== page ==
When I talk about bullies, I'm sad to say that I often see gifted children being bullied by staff as well as by their peers, often because their different needs are inconvenient ("go to sleep or I'll put you in the babies' room, I have to do this paperwork!" is a mild version of this).
The time spent playing alone as a result of this gulf in interests, needs and verbal ability, and the associated lack of feeling loved and cared for outside of home, often leaves them somewhat socially inept. Their intellectual skills far outstrip their ability to interact with the rest of their peer group, let alone with threatened or irritated adults.
Compounding this, they're often like only children, more used to talking to and relating to adults than to children their age. They really, really don't understand what they're doing in a room full of 'babies', and can feel persecuted by being left in care. They can become withdrawn and miserable, or they can use social referencing to become the class clown or the class thug by watching what more popular or 'outstanding' children do to get attention.
Is this what you want for them? Of course not. They need your help, just as much as the globally delayed child, the autistic child, the physically challenged child. If they're going to reach their potential and become those leaders of the next generation, they need to grow up with understanding (and without a monumental chip on their tiny shoulder).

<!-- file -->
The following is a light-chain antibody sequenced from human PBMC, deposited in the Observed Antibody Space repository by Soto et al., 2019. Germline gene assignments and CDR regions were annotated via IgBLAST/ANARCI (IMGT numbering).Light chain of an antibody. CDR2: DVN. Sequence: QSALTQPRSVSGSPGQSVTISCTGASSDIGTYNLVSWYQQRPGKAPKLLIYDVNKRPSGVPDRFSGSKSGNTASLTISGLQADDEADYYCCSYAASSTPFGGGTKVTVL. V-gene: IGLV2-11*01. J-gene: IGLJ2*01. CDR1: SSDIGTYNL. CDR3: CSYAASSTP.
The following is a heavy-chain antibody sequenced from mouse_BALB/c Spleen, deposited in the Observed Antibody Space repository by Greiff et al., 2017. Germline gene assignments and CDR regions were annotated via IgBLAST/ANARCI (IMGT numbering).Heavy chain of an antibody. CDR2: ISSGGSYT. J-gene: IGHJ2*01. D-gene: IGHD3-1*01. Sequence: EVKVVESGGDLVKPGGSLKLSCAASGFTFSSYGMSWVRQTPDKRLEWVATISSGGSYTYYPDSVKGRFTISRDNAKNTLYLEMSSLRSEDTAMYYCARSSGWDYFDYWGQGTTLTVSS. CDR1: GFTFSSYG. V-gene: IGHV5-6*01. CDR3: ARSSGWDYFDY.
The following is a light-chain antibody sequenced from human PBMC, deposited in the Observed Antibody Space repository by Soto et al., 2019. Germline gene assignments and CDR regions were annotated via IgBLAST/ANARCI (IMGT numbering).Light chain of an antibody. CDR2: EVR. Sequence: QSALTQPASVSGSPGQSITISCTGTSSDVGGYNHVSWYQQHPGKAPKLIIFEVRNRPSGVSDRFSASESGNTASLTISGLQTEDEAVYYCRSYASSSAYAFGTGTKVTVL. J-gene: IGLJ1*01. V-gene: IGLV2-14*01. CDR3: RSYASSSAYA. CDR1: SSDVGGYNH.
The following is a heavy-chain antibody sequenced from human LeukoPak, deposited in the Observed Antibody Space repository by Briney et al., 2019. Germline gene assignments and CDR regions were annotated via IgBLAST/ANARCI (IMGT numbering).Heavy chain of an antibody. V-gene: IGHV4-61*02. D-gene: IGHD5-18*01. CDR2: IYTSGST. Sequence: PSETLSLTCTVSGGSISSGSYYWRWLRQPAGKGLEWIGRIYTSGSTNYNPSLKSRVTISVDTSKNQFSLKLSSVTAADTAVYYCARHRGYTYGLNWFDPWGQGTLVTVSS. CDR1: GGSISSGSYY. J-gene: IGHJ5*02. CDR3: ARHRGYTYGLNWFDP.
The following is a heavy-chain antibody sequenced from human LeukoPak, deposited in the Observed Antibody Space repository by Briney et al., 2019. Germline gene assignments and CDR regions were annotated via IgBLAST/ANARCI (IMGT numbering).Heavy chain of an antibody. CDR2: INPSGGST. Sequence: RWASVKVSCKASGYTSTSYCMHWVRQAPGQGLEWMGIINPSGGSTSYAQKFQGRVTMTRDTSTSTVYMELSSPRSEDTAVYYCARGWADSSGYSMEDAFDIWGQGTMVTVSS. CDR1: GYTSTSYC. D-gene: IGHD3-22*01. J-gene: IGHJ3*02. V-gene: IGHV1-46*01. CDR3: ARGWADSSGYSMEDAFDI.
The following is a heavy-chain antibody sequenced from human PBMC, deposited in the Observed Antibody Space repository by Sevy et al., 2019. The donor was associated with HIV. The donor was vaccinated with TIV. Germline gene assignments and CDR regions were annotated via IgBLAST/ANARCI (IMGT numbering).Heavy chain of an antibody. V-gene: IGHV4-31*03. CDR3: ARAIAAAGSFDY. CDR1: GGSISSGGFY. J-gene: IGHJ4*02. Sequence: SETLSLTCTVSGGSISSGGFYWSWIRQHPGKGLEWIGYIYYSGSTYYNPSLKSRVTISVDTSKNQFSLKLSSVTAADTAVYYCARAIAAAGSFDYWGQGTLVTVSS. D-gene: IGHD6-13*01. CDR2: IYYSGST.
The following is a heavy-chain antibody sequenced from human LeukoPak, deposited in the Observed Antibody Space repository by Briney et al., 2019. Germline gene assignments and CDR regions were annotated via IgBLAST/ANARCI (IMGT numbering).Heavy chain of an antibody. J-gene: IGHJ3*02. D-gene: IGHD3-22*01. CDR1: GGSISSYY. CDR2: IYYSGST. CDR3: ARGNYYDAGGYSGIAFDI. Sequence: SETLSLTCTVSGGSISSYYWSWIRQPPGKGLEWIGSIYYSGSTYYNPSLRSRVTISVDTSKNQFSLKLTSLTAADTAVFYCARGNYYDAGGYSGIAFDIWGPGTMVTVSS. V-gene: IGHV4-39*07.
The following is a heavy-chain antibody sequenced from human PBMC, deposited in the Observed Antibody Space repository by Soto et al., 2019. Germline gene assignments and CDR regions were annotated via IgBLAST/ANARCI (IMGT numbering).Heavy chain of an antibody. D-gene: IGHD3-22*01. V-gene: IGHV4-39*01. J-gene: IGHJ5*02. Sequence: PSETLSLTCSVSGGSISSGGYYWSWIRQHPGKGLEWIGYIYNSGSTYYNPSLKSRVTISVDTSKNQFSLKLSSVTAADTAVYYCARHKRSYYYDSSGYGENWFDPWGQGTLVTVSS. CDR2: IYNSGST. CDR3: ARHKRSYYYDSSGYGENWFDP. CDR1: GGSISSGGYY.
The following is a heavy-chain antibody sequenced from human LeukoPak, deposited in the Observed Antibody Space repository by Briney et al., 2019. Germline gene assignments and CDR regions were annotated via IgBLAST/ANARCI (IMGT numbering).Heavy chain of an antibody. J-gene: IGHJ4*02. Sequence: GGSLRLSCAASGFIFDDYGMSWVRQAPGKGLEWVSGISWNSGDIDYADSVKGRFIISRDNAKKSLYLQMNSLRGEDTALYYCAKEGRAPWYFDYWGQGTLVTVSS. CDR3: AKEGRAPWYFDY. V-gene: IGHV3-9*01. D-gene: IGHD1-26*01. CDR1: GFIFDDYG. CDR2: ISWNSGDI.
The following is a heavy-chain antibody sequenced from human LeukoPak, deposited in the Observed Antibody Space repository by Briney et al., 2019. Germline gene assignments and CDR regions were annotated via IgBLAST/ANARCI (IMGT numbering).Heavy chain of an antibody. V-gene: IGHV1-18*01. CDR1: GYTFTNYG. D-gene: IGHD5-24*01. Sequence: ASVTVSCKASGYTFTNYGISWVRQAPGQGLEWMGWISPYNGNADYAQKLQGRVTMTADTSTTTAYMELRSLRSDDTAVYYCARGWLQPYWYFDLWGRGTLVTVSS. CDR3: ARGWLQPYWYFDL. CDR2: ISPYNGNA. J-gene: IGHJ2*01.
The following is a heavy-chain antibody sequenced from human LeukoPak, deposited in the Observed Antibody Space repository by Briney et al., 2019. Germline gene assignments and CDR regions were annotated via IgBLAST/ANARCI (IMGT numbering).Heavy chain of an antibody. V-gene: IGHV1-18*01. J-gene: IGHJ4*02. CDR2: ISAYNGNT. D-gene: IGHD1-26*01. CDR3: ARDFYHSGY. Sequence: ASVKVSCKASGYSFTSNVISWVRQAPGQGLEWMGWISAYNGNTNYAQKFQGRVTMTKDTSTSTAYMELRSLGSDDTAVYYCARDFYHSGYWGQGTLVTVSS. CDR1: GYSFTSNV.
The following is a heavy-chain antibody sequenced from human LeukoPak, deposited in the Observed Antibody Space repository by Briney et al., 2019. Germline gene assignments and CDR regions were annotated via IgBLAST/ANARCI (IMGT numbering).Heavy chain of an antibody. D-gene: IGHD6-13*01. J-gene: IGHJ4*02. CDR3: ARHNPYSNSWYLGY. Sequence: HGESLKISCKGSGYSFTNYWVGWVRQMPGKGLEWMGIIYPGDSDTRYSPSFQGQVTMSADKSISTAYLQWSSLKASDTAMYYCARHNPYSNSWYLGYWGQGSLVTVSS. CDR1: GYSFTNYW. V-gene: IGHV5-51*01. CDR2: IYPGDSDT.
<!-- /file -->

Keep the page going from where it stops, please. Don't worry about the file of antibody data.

Encourage their obsessions. Try to draw them out in group time with questions that let them express what's important to them. Make up a harder question to ask them in group time, one that makes them think.
Offer them open-ended craft activities, puzzles and books which fit in with that interest, but that allow them to go a bit further than their peers; for example, a robot-making activity using cardboard boxes, masking tape and pipe cleaners might produce very interesting results from a robot-obsessed gifted child.